Back to Work

Alabama – I’m in a hurry [HQ]

The official end of Summer is September 21st, but for many Labor Day marks the end of fun and freedom and signals the time to return to the cubicles and classrooms. Does it really have to be this way?

Is it possible to enter the work space with a new outlook for the coming months?

This post will look as some different ways to approach the “Getting Back To Work” phase of our year.

If I were to ask you to rate on a scale of 1-10 which day of the week is the most stressful, the majority of you would answer MONDAY. In fact a study of heart attacks in Scotland in between 1990 and 2000 showed that 20% more people die on Mondays from heart attacks than any other day of the week. Imagine that! We are the only species on the planet (I think) that has a popular day for having a heart attack.

What does this tell you?

Why should going back to work be so stressful that is can induce a heart attack?

One possibility is the impact of perception. We have placed a certain meaning on work that creates an incredibly high level of stress and anxiety.

For many people work is associated with:

Non-stop action
Extreme effort
Employer pressure
The pressure of being the bread winner
*add your own here

Considering that work may be currently taking up 1/3 of your life, it may be worth developing a more healthy and purposeful outlook.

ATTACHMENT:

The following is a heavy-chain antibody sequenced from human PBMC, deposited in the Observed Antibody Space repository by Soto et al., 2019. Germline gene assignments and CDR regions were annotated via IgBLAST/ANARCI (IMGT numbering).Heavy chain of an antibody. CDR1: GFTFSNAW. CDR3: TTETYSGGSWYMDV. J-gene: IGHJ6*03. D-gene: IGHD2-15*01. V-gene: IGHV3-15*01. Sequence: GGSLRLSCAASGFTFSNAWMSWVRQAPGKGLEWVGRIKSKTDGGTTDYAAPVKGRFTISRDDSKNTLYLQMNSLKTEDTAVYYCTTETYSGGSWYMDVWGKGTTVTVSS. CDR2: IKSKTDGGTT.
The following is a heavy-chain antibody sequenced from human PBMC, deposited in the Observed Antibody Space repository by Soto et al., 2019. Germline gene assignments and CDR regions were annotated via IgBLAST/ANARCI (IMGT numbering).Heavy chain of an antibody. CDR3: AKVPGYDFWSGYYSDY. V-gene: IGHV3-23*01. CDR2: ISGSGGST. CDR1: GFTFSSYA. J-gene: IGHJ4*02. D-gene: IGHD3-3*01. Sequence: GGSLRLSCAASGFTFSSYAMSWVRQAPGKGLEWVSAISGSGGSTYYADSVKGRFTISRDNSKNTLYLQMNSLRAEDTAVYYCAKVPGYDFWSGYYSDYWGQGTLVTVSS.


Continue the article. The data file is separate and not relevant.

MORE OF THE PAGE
To help you with this I would like to share two powerful tools that I recently read about in Timothy Gallwey’s The Inner Game of Stress.

Tool #1 – Redefine

This tool helps you create a new perspective on how you perceive work.

Here are the steps:

  1. Identify your current definition of work – What does work mean to you? How do you perceive your job and your role in it?
  2. What is the source of this definition? – I imagine that you did not plan on spending your life in a stressful environment. How did it come to have this meaning for you?
  3. Ask yourself, “How is this current definition of work impacting my life?” – Clarifying this helps to create the awareness that precedes change.
  4. Redefine – Create a new definition of what you want work to mean. Play with this till you find a definition that makes you look forward or at least at peace with your work reality.
  5. Write down your new definition of work and review it daily until it has become internalized.

This process can help to drastically reduce any stress you might have with work.

Tool #2 – STOP

This tool is goes beyond the meaning of work. The STOP tool is a way to put the breaks on your life and gain some deeper perspective. This tool can save you from coming to the end of your days wondering “What was I doing with my life”.

Whenever you encounter a situation in your life where you are feeling that things “just aren’t right,” use this tool to help you determine your next step.

Step back. – Imagine hitting the pause button of your life and being able to look at the situation objectively.

Think – What is really going on at this moment? What is causing you to feel this way. What are you priorities? Your options? Your obstacles?

Organize your thinking – Create a workable action plan.

Proceed – With greater clarity and understanding you can trust yourself to move forward.

There is no need to dread going back to work. Like a small child our day to day life can be an exciting playground of learning and growth. Use the Redefine and STOP tools to help you create the necessary perspective that can help you bring joy to your work days and purpose to your life.

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